If investors hold cryptocurrency for 36 months or longer, the profit will be taxable as a long-term capital gain (LTCG), and for less than 36 months, it will be a short-term capital gain (STCG).
The Short-term capital gains are taxable as per the slab rates applicable to the taxpayer while the long-term capital gains are taxed at a flat rate of 20% with the benefit of regulation.
➤Tax on Cryptocurrency as ‘Profit and Gains from business and profession.’
The bitcoins being received will be treated with the receipt of money. This will constitute income in the hands of the recipient.
Further, since the recipient receives this income from a business or profession, he will be taxed under the head profits or gains from the business or profession. As such the income tax return form lacks clarity regarding the requirement of disclosure of bitcoins.
➤ Cryptocurrency as Goods
If the cryptocurrency is treated as commodities/goods or assets then that means the supply of bitcoins is a 'taxable supply' and is therefore subject to GST.
Technically, the supply of cryptocurrency in the form of goods or property in exchange for other virtual/real goods should fall within the scope of 'barter transactions', as bartering is simply the exchange of one good for another.
If cryptocurrency is considered as good then some transactions would be subject to twice taxation. First on supplies (otherwise exempted for money transactions) and second on consideration, leading to unnecessarily high taxes. This high incidence of taxation puts businesses dealing in cryptocurrency at a huge downside which also reduces their purchasing capacity. The issue becomes more complex in cases of international transactions.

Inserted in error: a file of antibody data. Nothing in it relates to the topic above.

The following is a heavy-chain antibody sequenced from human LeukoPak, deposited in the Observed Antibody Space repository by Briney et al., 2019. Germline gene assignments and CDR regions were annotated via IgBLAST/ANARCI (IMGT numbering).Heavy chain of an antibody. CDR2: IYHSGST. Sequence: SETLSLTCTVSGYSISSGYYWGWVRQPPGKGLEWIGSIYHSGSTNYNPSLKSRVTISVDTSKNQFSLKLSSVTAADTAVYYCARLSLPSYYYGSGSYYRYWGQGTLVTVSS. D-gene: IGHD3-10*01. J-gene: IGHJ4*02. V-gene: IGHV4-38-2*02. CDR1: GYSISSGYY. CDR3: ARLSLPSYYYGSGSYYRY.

Rules have yet not been made to bring cryptocurrency to tax. If the Revenue Department issues a clear circular in this regard, it will clear the matter. Taxing bitcoin or cryptocurrency is a very complicated matter. There are no more laws or decisions in this matter.
But in view of today’s world, India’s digital infrastructure can be promoted by Cryptocurrency and it also has the ability to secure all transactions done on digital networks. In this situation, taxation on cryptocurrencies should be considered a welcome step and should not be seen as a restriction.
It is a mutual concession track for crypto transactions to be used legally as well as generating income for the government for its efficient use. It has also been emphatically stated that applying the tax on cryptocurrency as a policy matter can help provide an ideal environment for traders to believe that their money is safe and the risks involved in trading Are reduced. Currently there is no regulator for cryptocurrency, and hence there is also fear of it being used for big time-money laundering and weakening of legitimate currencies.